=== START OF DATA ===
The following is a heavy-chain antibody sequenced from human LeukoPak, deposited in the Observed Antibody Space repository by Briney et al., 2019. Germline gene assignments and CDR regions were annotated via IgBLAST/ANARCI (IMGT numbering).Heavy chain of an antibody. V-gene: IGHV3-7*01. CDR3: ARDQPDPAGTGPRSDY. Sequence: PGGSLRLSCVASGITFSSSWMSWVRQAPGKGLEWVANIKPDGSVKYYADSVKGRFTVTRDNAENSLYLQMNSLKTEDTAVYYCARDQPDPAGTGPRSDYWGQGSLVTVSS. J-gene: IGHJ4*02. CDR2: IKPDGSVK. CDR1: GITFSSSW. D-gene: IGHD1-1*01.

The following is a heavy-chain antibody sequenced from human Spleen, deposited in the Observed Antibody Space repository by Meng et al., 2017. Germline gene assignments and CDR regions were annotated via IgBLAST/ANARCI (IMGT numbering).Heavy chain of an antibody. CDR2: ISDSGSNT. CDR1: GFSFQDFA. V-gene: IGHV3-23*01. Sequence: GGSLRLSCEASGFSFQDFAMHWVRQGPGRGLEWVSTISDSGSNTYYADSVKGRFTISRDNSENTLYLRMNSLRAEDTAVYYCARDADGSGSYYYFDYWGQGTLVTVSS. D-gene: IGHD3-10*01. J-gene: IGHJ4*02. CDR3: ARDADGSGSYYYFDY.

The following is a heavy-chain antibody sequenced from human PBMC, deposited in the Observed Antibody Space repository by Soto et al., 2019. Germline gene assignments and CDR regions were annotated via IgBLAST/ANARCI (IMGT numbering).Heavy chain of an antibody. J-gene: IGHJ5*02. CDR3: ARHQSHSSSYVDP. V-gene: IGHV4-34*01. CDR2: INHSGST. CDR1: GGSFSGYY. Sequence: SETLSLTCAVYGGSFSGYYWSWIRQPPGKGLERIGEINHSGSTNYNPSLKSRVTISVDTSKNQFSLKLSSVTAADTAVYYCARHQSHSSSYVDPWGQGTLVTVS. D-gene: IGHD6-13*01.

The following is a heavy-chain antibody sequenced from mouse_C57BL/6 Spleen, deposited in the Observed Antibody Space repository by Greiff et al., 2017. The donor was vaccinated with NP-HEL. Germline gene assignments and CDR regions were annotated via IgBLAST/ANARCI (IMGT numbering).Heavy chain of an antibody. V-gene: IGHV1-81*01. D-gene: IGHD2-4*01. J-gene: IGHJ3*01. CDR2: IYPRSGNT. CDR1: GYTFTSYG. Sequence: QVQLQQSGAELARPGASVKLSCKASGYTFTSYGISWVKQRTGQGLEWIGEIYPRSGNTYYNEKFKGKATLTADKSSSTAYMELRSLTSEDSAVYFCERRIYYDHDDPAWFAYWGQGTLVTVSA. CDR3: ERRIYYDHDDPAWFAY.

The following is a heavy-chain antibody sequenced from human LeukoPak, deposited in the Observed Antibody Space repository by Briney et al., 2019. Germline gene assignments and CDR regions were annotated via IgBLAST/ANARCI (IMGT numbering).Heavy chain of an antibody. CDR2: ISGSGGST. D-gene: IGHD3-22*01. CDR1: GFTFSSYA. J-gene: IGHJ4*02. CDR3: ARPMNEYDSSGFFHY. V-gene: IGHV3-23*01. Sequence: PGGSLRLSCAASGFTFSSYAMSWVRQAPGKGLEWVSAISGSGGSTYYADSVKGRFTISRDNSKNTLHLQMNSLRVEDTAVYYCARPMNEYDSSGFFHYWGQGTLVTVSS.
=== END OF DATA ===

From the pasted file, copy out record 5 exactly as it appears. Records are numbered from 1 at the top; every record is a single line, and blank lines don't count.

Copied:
The following is a heavy-chain antibody sequenced from human LeukoPak, deposited in the Observed Antibody Space repository by Briney et al., 2019. Germline gene assignments and CDR regions were annotated via IgBLAST/ANARCI (IMGT numbering).Heavy chain of an antibody. CDR2: ISGSGGST. D-gene: IGHD3-22*01. CDR1: GFTFSSYA. J-gene: IGHJ4*02. CDR3: ARPMNEYDSSGFFHY. V-gene: IGHV3-23*01. Sequence: PGGSLRLSCAASGFTFSSYAMSWVRQAPGKGLEWVSAISGSGGSTYYADSVKGRFTISRDNSKNTLHLQMNSLRVEDTAVYYCARPMNEYDSSGFFHYWGQGTLVTVSS.